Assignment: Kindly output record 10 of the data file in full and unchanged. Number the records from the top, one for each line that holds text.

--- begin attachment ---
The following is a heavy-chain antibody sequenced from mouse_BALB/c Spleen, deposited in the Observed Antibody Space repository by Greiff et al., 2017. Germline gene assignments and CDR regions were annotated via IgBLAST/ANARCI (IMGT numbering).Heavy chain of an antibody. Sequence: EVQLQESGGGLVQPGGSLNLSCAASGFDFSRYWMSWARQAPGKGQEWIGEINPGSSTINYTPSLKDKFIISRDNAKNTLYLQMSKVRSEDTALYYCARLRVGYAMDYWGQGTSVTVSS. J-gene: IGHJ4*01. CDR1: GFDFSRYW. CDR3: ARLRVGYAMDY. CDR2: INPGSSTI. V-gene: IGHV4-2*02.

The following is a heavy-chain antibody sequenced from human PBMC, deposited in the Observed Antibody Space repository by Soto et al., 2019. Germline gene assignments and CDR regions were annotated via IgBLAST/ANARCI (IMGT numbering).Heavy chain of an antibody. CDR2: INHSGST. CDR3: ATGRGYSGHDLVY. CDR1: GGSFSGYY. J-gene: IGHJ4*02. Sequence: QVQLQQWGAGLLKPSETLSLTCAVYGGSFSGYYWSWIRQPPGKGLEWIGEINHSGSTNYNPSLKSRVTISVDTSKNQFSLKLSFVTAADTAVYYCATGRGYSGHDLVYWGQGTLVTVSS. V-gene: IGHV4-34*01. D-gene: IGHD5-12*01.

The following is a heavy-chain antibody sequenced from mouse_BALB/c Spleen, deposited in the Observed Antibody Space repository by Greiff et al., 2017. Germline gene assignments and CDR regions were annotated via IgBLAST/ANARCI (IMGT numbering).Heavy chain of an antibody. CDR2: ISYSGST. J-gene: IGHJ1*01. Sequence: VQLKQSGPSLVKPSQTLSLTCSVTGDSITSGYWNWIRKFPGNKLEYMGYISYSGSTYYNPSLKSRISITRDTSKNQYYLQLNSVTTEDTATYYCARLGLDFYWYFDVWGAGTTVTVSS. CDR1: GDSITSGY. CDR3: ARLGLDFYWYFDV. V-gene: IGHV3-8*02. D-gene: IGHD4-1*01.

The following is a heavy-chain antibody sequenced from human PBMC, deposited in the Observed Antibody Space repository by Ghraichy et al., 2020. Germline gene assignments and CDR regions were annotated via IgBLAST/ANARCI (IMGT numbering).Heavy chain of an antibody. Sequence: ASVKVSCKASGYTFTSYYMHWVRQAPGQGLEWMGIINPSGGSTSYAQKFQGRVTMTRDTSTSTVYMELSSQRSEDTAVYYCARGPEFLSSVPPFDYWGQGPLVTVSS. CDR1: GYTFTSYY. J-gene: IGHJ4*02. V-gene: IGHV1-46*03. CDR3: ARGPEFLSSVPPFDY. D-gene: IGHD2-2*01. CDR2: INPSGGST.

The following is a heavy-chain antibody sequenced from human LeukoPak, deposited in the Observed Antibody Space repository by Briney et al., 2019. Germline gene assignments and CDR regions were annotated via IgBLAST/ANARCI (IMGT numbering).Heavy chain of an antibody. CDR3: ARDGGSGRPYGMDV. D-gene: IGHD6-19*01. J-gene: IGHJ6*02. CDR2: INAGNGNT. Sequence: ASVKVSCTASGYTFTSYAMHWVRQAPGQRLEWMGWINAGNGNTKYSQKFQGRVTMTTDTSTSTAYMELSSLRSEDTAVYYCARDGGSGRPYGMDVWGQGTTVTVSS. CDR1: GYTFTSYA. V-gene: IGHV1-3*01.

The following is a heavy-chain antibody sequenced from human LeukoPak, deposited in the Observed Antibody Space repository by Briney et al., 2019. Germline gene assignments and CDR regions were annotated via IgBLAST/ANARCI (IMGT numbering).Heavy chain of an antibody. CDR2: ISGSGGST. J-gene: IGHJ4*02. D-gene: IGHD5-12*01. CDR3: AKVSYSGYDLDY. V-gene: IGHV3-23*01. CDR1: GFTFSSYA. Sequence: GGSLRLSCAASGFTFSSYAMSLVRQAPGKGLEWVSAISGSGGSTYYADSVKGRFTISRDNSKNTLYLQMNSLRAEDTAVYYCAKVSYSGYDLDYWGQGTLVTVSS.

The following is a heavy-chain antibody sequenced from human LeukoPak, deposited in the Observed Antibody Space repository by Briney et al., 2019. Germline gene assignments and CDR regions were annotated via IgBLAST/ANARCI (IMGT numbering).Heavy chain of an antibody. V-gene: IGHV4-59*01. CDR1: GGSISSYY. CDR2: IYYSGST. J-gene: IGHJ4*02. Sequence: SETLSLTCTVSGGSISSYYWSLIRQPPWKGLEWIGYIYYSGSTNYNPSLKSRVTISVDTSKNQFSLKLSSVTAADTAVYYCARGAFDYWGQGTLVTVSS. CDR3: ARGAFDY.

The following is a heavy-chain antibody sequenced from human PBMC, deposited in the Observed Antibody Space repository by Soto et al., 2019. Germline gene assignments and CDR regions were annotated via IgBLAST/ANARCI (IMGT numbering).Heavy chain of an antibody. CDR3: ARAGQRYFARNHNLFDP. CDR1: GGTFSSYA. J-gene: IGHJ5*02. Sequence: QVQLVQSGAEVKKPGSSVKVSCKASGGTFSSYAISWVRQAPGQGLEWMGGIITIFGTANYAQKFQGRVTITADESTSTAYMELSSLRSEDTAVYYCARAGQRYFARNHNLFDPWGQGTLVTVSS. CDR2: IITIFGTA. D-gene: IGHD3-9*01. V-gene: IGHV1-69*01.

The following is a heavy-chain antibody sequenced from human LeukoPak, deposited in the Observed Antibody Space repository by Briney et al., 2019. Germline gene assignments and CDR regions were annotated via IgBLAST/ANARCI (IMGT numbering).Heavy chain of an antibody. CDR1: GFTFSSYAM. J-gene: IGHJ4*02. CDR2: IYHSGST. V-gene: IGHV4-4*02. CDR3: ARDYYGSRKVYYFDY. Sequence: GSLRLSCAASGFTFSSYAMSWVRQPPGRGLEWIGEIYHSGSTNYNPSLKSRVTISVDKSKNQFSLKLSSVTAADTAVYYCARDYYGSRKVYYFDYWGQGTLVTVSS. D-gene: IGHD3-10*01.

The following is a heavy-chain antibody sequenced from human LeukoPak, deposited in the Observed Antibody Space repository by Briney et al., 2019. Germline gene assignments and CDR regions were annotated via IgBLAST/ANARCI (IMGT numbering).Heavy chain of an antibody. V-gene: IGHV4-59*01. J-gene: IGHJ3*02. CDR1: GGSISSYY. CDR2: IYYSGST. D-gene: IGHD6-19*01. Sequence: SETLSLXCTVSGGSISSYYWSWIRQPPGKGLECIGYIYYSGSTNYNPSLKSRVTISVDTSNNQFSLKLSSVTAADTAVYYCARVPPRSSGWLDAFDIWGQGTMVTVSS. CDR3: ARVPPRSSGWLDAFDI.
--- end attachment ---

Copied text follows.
The following is a heavy-chain antibody sequenced from human LeukoPak, deposited in the Observed Antibody Space repository by Briney et al., 2019. Germline gene assignments and CDR regions were annotated via IgBLAST/ANARCI (IMGT numbering).Heavy chain of an antibody. V-gene: IGHV4-59*01. J-gene: IGHJ3*02. CDR1: GGSISSYY. CDR2: IYYSGST. D-gene: IGHD6-19*01. Sequence: SETLSLXCTVSGGSISSYYWSWIRQPPGKGLECIGYIYYSGSTNYNPSLKSRVTISVDTSNNQFSLKLSSVTAADTAVYYCARVPPRSSGWLDAFDIWGQGTMVTVSS. CDR3: ARVPPRSSGWLDAFDI.